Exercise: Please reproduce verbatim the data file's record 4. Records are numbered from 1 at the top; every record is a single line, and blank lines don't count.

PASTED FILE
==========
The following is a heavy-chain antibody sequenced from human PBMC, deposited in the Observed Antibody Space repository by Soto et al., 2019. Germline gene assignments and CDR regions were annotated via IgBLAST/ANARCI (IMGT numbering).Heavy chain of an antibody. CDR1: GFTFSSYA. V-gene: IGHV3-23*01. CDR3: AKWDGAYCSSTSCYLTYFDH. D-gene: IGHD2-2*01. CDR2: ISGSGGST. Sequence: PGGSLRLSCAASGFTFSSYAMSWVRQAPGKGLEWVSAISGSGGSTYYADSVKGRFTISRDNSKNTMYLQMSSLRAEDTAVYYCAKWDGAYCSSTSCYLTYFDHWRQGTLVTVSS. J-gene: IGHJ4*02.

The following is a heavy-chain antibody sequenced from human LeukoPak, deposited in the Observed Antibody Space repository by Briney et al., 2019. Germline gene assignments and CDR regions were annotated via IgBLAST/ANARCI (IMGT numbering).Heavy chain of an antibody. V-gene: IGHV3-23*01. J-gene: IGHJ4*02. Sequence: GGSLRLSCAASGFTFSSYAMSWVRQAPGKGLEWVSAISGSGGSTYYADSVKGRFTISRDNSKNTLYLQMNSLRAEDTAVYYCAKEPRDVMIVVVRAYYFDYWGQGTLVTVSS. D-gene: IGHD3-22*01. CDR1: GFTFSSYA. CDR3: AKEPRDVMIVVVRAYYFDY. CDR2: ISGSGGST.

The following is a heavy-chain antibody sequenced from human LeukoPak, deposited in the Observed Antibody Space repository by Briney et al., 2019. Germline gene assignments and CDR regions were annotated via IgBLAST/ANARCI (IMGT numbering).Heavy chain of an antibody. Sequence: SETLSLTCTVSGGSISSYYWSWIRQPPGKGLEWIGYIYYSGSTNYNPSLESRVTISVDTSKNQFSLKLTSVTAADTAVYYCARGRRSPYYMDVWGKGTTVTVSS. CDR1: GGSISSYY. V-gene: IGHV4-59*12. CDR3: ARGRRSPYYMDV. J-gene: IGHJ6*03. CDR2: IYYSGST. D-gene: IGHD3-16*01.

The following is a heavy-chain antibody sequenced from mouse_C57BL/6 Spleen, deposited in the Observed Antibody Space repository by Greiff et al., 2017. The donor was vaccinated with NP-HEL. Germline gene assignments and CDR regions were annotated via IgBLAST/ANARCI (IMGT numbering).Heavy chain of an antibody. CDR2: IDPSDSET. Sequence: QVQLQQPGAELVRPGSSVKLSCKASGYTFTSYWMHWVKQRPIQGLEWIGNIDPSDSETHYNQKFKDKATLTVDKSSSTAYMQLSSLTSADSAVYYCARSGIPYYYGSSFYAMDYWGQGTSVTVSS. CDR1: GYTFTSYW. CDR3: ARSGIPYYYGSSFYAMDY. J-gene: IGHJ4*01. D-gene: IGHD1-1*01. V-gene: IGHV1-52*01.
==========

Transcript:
The following is a heavy-chain antibody sequenced from mouse_C57BL/6 Spleen, deposited in the Observed Antibody Space repository by Greiff et al., 2017. The donor was vaccinated with NP-HEL. Germline gene assignments and CDR regions were annotated via IgBLAST/ANARCI (IMGT numbering).Heavy chain of an antibody. CDR2: IDPSDSET. Sequence: QVQLQQPGAELVRPGSSVKLSCKASGYTFTSYWMHWVKQRPIQGLEWIGNIDPSDSETHYNQKFKDKATLTVDKSSSTAYMQLSSLTSADSAVYYCARSGIPYYYGSSFYAMDYWGQGTSVTVSS. CDR1: GYTFTSYW. CDR3: ARSGIPYYYGSSFYAMDY. J-gene: IGHJ4*01. D-gene: IGHD1-1*01. V-gene: IGHV1-52*01.